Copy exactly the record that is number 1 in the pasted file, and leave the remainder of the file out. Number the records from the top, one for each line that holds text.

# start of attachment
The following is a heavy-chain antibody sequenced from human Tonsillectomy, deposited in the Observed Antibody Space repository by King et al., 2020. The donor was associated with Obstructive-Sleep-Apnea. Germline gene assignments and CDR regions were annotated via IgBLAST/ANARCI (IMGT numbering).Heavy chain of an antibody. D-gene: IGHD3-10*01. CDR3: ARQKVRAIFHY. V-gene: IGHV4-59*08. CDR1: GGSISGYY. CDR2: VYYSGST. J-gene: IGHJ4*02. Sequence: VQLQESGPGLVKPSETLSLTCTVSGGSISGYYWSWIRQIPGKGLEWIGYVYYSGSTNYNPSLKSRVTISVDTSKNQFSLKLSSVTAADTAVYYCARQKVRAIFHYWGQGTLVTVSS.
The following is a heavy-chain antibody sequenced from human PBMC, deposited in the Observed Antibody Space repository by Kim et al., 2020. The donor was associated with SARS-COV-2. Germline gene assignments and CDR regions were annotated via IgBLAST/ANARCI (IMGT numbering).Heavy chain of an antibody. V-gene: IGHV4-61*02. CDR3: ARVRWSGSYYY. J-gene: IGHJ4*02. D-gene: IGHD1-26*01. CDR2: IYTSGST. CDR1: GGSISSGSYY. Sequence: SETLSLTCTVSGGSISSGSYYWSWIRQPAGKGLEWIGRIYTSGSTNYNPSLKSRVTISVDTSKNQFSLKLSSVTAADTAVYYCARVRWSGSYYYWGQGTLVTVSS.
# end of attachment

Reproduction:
The following is a heavy-chain antibody sequenced from human Tonsillectomy, deposited in the Observed Antibody Space repository by King et al., 2020. The donor was associated with Obstructive-Sleep-Apnea. Germline gene assignments and CDR regions were annotated via IgBLAST/ANARCI (IMGT numbering).Heavy chain of an antibody. D-gene: IGHD3-10*01. CDR3: ARQKVRAIFHY. V-gene: IGHV4-59*08. CDR1: GGSISGYY. CDR2: VYYSGST. J-gene: IGHJ4*02. Sequence: VQLQESGPGLVKPSETLSLTCTVSGGSISGYYWSWIRQIPGKGLEWIGYVYYSGSTNYNPSLKSRVTISVDTSKNQFSLKLSSVTAADTAVYYCARQKVRAIFHYWGQGTLVTVSS.